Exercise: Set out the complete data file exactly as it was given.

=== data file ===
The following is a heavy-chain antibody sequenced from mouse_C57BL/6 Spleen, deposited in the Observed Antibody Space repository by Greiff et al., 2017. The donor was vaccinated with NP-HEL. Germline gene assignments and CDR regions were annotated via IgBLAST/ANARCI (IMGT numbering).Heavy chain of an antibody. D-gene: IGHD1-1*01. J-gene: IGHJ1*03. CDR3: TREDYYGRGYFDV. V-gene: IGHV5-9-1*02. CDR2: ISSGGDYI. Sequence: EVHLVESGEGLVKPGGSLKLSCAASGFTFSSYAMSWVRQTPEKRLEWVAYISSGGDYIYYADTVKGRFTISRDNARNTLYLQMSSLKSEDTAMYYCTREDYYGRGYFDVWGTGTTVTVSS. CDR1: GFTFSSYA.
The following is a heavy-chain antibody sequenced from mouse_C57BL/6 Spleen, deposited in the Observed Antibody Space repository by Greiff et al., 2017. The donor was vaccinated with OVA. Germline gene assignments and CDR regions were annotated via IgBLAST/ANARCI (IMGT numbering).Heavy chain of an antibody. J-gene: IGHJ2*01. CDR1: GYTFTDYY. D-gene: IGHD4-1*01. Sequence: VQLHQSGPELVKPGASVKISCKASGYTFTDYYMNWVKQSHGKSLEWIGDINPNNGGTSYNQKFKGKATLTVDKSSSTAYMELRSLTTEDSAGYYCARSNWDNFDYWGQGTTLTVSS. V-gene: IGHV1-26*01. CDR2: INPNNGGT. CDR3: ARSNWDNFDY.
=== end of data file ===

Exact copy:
The following is a heavy-chain antibody sequenced from mouse_C57BL/6 Spleen, deposited in the Observed Antibody Space repository by Greiff et al., 2017. The donor was vaccinated with NP-HEL. Germline gene assignments and CDR regions were annotated via IgBLAST/ANARCI (IMGT numbering).Heavy chain of an antibody. D-gene: IGHD1-1*01. J-gene: IGHJ1*03. CDR3: TREDYYGRGYFDV. V-gene: IGHV5-9-1*02. CDR2: ISSGGDYI. Sequence: EVHLVESGEGLVKPGGSLKLSCAASGFTFSSYAMSWVRQTPEKRLEWVAYISSGGDYIYYADTVKGRFTISRDNARNTLYLQMSSLKSEDTAMYYCTREDYYGRGYFDVWGTGTTVTVSS. CDR1: GFTFSSYA.
The following is a heavy-chain antibody sequenced from mouse_C57BL/6 Spleen, deposited in the Observed Antibody Space repository by Greiff et al., 2017. The donor was vaccinated with OVA. Germline gene assignments and CDR regions were annotated via IgBLAST/ANARCI (IMGT numbering).Heavy chain of an antibody. J-gene: IGHJ2*01. CDR1: GYTFTDYY. D-gene: IGHD4-1*01. Sequence: VQLHQSGPELVKPGASVKISCKASGYTFTDYYMNWVKQSHGKSLEWIGDINPNNGGTSYNQKFKGKATLTVDKSSSTAYMELRSLTTEDSAGYYCARSNWDNFDYWGQGTTLTVSS. V-gene: IGHV1-26*01. CDR2: INPNNGGT. CDR3: ARSNWDNFDY.